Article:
Mumbai civic body terms NGO report on civic schools as ‘not entirely true’ | mumbai news | Hindustan Times
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Mumbai civic body terms NGO report on civic schools as ‘not entirely true’

BMC education officer claims spending per child is almost half of what projected in Praja Foundation report

mumbai Updated: Dec 14, 2017 23:48 IST
Shreya Bhandary
The NGO report also mentioned how the parents blamed poor quality of education as one of the reasons for them choosing private institutes over municipal schools.
The NGO report also mentioned how the parents blamed poor quality of education as one of the reasons for them choosing private institutes over municipal schools. (Representational photo/HT file)

Two days after a city-based NGO released a white paper on the plummeting number of admissions and expenditure on children in municipal schools, the Brihanmumbai Municipal Corporation (BMC) on Thursday termed the report as and ‘not entirely true’.

A BMC education officer said that contrary to the report published by Praja Foundation, which mentions corporation’s yearly budget per child as Rs 52,142 (which reduces to Rs49,835 after first round of deduction), the civic body actually spends Rs24,589 per child.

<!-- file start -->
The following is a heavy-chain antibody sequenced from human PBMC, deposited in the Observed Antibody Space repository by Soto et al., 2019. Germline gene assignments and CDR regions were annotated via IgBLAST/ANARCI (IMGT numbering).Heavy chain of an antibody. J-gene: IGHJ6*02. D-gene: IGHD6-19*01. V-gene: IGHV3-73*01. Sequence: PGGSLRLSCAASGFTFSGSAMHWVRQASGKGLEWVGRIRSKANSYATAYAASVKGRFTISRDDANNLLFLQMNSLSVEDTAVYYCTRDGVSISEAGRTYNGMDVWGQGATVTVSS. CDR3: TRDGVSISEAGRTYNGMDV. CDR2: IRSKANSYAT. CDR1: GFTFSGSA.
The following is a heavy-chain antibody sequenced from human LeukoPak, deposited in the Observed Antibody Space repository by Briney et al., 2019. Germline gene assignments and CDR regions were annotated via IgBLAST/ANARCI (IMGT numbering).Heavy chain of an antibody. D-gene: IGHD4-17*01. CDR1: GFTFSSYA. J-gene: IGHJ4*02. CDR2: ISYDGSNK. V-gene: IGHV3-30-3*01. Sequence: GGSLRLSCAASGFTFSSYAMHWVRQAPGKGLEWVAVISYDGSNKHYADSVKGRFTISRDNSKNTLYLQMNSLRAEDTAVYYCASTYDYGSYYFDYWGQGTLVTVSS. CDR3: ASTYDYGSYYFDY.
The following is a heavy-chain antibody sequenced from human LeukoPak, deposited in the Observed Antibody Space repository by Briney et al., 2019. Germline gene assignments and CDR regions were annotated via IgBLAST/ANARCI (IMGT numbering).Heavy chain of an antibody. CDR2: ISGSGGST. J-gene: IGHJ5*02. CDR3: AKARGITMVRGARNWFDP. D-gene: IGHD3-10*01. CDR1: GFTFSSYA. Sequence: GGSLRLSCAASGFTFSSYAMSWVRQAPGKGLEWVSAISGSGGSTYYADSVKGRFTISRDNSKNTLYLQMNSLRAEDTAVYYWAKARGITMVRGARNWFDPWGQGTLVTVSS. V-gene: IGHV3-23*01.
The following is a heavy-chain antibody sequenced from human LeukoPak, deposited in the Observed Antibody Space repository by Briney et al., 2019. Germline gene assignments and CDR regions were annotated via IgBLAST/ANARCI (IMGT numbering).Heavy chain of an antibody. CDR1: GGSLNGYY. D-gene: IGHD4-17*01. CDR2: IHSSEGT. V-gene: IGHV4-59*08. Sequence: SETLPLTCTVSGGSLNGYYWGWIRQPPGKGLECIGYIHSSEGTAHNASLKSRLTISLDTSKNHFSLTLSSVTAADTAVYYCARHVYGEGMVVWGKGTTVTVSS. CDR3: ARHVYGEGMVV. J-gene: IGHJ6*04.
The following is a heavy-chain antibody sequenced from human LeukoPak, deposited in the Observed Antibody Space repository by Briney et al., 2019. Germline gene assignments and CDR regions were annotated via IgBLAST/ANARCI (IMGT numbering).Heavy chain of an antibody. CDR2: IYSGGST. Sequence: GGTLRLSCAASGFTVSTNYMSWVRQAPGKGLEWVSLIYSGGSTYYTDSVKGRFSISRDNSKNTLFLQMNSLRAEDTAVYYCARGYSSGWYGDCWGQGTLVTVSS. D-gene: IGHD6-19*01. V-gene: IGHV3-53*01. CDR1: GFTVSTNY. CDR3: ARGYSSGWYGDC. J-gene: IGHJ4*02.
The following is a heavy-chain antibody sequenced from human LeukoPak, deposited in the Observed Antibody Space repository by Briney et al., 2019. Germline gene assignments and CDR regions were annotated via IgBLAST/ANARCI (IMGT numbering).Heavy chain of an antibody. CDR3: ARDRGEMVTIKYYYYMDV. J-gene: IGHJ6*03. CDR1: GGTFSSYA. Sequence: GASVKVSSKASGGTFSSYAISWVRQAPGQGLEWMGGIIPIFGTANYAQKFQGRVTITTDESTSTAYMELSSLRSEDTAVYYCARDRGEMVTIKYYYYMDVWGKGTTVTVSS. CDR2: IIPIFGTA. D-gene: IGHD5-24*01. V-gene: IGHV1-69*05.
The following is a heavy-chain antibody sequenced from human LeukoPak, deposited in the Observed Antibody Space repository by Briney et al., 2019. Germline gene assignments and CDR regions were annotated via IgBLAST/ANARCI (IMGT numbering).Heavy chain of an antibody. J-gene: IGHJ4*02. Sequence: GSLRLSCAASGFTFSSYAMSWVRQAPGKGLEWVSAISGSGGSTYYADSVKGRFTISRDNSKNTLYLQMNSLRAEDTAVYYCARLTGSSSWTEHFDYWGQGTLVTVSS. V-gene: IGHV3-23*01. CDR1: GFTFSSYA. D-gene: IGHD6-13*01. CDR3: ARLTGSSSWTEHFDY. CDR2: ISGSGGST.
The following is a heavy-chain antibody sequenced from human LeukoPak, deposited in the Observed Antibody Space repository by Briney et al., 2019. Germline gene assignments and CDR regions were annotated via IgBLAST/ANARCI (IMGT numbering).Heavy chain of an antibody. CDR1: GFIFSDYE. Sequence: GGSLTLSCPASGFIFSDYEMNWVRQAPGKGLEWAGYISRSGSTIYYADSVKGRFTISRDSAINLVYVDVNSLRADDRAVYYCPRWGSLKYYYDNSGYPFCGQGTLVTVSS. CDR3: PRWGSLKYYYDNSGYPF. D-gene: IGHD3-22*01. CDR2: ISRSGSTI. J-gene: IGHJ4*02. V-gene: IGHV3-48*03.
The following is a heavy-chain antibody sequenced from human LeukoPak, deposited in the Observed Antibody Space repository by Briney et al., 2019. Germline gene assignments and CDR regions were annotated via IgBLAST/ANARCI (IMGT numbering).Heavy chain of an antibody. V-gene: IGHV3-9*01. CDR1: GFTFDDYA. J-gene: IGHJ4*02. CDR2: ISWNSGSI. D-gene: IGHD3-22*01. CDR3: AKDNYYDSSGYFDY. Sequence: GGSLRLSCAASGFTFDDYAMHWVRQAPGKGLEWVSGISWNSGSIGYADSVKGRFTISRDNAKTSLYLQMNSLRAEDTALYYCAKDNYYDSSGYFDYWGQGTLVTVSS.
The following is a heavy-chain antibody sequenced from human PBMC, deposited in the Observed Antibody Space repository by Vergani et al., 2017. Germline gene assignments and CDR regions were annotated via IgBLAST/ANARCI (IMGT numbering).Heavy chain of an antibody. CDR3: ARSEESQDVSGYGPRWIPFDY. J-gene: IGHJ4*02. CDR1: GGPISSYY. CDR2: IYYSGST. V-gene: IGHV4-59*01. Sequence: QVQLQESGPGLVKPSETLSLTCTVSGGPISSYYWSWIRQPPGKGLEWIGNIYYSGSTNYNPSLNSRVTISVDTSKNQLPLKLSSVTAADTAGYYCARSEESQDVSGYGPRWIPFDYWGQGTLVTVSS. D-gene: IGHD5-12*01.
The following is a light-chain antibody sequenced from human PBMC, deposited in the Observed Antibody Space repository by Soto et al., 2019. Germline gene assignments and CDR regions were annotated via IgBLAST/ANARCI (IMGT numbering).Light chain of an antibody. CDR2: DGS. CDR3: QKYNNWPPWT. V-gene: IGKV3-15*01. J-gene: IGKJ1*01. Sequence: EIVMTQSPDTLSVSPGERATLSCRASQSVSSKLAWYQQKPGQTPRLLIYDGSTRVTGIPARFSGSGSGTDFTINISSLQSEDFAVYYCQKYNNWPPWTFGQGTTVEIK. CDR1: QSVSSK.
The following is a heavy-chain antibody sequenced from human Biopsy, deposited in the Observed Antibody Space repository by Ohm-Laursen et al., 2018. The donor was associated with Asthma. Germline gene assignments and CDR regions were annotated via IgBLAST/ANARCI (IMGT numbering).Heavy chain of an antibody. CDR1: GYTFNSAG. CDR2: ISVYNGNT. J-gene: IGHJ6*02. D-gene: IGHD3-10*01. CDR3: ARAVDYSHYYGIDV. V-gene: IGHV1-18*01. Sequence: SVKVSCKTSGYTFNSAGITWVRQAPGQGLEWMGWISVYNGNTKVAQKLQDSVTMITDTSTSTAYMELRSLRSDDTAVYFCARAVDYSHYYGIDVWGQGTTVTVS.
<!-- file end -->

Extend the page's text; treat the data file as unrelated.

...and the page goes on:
“The annual budget allocated for education by the BMC goes through several deductions and concessions, after which we are left with Rs24,589 per student. We ensure that every penny is spent on them,” said Mahesh Palkar, BMC education officer.

The NGO report also mentioned how the parents blamed poor quality of education as one of the reasons for them choosing private institutes over municipal schools. The civic officials alleged that even these numbers were skewed.

“Their survey report is based on just 400 families, which cannot represent lakhs of students studying in BMC schools,” said Palkar. He added that unlike the report, which mentions that the overall SSC passing rate of BMC schools was 68.1%, the actual passing rate was 76.97% in 2016-17.

However, BMC officials agreed that number of students enrolling in municipal schools has decreased over the years. This they said was owing to aspirations of parents and availability of free education in private schools under the Right to Education (RTE) Act.

They also agreed that the dropout rate in civic schools has fallen owing to the efforts put in by the corporation. “We have conducted seven out of school surveys to identify students who were absent from classrooms for more than a month and have managed to get them back,” added Palkar.

Milind Mhaske project and managing trustee of Praja Foundation told HT that the annual budget figure mentioned by them in the white paper is a combined figure for both primary and secondary education.

“The BMC in it’s statement is only mentioning their budget for primary education, which is Rs 24,589. Our report states figures for primary and secondary sections. They are not really pointing at discrepancies in their statement but giving information on the various projects to curb this problem, and we appreciate that,” said Mhaske.